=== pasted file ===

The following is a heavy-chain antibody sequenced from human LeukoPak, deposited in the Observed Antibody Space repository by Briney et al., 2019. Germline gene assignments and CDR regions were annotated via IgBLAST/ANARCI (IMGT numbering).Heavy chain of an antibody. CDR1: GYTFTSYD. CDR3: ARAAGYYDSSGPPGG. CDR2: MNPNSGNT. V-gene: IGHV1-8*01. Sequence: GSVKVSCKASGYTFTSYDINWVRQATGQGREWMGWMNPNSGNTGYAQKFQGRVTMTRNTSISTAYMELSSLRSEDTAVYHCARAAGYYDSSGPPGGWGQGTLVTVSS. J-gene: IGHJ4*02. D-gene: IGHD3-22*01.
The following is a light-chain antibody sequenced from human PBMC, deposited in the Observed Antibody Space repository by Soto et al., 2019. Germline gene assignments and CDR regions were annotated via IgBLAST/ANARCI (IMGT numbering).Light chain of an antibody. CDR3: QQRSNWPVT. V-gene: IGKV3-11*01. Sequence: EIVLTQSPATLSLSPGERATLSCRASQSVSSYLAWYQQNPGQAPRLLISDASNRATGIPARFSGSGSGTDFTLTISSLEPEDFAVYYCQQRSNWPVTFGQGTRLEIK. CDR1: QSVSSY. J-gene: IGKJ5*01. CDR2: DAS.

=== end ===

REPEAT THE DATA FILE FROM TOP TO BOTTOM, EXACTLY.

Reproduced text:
The following is a heavy-chain antibody sequenced from human LeukoPak, deposited in the Observed Antibody Space repository by Briney et al., 2019. Germline gene assignments and CDR regions were annotated via IgBLAST/ANARCI (IMGT numbering).Heavy chain of an antibody. CDR1: GYTFTSYD. CDR3: ARAAGYYDSSGPPGG. CDR2: MNPNSGNT. V-gene: IGHV1-8*01. Sequence: GSVKVSCKASGYTFTSYDINWVRQATGQGREWMGWMNPNSGNTGYAQKFQGRVTMTRNTSISTAYMELSSLRSEDTAVYHCARAAGYYDSSGPPGGWGQGTLVTVSS. J-gene: IGHJ4*02. D-gene: IGHD3-22*01.
The following is a light-chain antibody sequenced from human PBMC, deposited in the Observed Antibody Space repository by Soto et al., 2019. Germline gene assignments and CDR regions were annotated via IgBLAST/ANARCI (IMGT numbering).Light chain of an antibody. CDR3: QQRSNWPVT. V-gene: IGKV3-11*01. Sequence: EIVLTQSPATLSLSPGERATLSCRASQSVSSYLAWYQQNPGQAPRLLISDASNRATGIPARFSGSGSGTDFTLTISSLEPEDFAVYYCQQRSNWPVTFGQGTRLEIK. CDR1: QSVSSY. J-gene: IGKJ5*01. CDR2: DAS.